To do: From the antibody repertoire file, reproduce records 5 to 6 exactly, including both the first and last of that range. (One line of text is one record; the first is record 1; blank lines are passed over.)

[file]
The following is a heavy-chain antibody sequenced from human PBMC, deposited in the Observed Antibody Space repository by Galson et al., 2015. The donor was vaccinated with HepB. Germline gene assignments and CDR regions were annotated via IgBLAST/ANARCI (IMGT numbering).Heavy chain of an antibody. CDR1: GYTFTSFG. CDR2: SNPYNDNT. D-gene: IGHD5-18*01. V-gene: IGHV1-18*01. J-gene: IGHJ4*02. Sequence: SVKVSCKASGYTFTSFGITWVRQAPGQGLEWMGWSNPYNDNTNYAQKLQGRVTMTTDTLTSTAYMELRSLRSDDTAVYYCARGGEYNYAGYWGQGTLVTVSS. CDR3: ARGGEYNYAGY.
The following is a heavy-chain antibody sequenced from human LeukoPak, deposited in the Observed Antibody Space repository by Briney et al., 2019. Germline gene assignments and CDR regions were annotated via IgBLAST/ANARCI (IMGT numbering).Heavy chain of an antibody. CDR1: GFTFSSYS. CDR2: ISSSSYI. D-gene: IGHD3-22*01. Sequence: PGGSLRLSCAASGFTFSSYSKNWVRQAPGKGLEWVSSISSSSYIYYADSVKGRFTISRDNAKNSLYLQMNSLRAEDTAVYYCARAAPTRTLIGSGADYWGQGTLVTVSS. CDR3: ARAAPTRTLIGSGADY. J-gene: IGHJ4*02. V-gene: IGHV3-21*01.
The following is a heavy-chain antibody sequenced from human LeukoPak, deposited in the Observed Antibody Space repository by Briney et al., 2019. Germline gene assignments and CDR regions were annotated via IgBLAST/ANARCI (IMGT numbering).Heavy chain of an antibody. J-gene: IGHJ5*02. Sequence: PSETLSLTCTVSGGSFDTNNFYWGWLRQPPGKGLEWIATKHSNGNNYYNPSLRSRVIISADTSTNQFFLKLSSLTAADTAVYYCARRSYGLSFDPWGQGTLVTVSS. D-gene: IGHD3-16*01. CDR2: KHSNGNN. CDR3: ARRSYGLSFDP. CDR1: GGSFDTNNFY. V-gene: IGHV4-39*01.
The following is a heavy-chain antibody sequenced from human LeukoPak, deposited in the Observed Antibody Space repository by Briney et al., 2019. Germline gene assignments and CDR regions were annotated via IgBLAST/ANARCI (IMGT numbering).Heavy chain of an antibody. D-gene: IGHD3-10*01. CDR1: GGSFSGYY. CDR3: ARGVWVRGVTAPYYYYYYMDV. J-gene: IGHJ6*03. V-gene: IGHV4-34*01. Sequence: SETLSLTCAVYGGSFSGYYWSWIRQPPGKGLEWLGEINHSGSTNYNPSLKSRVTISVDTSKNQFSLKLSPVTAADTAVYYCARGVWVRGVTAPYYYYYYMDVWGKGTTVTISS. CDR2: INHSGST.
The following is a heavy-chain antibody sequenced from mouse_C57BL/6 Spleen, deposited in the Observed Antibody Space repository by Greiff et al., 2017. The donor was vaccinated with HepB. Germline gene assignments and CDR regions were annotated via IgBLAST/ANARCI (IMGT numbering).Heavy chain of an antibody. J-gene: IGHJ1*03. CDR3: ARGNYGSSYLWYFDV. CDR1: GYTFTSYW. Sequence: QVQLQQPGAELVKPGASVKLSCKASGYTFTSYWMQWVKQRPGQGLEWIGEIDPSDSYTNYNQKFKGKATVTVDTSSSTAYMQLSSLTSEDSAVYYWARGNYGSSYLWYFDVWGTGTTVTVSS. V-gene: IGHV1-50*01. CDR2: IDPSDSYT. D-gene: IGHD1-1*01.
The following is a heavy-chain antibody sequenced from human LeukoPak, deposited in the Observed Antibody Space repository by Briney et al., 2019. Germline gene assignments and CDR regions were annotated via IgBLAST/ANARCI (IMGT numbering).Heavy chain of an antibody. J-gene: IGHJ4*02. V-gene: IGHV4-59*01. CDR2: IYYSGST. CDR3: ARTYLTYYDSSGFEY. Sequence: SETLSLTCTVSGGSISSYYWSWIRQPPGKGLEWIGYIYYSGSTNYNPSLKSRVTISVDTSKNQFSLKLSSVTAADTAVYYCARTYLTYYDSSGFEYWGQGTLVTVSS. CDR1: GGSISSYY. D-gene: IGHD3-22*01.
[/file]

The following is a heavy-chain antibody sequenced from mouse_C57BL/6 Spleen, deposited in the Observed Antibody Space repository by Greiff et al., 2017. The donor was vaccinated with HepB. Germline gene assignments and CDR regions were annotated via IgBLAST/ANARCI (IMGT numbering).Heavy chain of an antibody. J-gene: IGHJ1*03. CDR3: ARGNYGSSYLWYFDV. CDR1: GYTFTSYW. Sequence: QVQLQQPGAELVKPGASVKLSCKASGYTFTSYWMQWVKQRPGQGLEWIGEIDPSDSYTNYNQKFKGKATVTVDTSSSTAYMQLSSLTSEDSAVYYWARGNYGSSYLWYFDVWGTGTTVTVSS. V-gene: IGHV1-50*01. CDR2: IDPSDSYT. D-gene: IGHD1-1*01.
The following is a heavy-chain antibody sequenced from human LeukoPak, deposited in the Observed Antibody Space repository by Briney et al., 2019. Germline gene assignments and CDR regions were annotated via IgBLAST/ANARCI (IMGT numbering).Heavy chain of an antibody. J-gene: IGHJ4*02. V-gene: IGHV4-59*01. CDR2: IYYSGST. CDR3: ARTYLTYYDSSGFEY. Sequence: SETLSLTCTVSGGSISSYYWSWIRQPPGKGLEWIGYIYYSGSTNYNPSLKSRVTISVDTSKNQFSLKLSSVTAADTAVYYCARTYLTYYDSSGFEYWGQGTLVTVSS. CDR1: GGSISSYY. D-gene: IGHD3-22*01.